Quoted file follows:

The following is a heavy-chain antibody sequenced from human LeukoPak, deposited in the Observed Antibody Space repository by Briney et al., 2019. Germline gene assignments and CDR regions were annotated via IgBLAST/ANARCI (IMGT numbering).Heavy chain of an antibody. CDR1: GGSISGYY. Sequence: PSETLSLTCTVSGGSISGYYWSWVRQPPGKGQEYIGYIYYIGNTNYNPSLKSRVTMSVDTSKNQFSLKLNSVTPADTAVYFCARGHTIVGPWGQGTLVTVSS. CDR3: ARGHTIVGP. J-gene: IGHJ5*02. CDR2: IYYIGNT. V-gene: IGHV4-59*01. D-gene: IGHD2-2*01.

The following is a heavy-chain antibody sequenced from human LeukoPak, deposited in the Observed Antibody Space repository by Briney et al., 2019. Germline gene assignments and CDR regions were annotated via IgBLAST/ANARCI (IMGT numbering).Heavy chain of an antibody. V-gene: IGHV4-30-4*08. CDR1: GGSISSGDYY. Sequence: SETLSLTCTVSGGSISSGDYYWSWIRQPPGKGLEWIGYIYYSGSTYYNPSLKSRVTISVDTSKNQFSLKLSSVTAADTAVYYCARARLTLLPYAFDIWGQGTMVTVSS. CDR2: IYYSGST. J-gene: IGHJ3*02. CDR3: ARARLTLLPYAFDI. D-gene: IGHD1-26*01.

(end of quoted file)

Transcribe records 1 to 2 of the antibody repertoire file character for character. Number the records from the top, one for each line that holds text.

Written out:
The following is a heavy-chain antibody sequenced from human LeukoPak, deposited in the Observed Antibody Space repository by Briney et al., 2019. Germline gene assignments and CDR regions were annotated via IgBLAST/ANARCI (IMGT numbering).Heavy chain of an antibody. CDR1: GGSISGYY. Sequence: PSETLSLTCTVSGGSISGYYWSWVRQPPGKGQEYIGYIYYIGNTNYNPSLKSRVTMSVDTSKNQFSLKLNSVTPADTAVYFCARGHTIVGPWGQGTLVTVSS. CDR3: ARGHTIVGP. J-gene: IGHJ5*02. CDR2: IYYIGNT. V-gene: IGHV4-59*01. D-gene: IGHD2-2*01.

The following is a heavy-chain antibody sequenced from human LeukoPak, deposited in the Observed Antibody Space repository by Briney et al., 2019. Germline gene assignments and CDR regions were annotated via IgBLAST/ANARCI (IMGT numbering).Heavy chain of an antibody. V-gene: IGHV4-30-4*08. CDR1: GGSISSGDYY. Sequence: SETLSLTCTVSGGSISSGDYYWSWIRQPPGKGLEWIGYIYYSGSTYYNPSLKSRVTISVDTSKNQFSLKLSSVTAADTAVYYCARARLTLLPYAFDIWGQGTMVTVSS. CDR2: IYYSGST. J-gene: IGHJ3*02. CDR3: ARARLTLLPYAFDI. D-gene: IGHD1-26*01.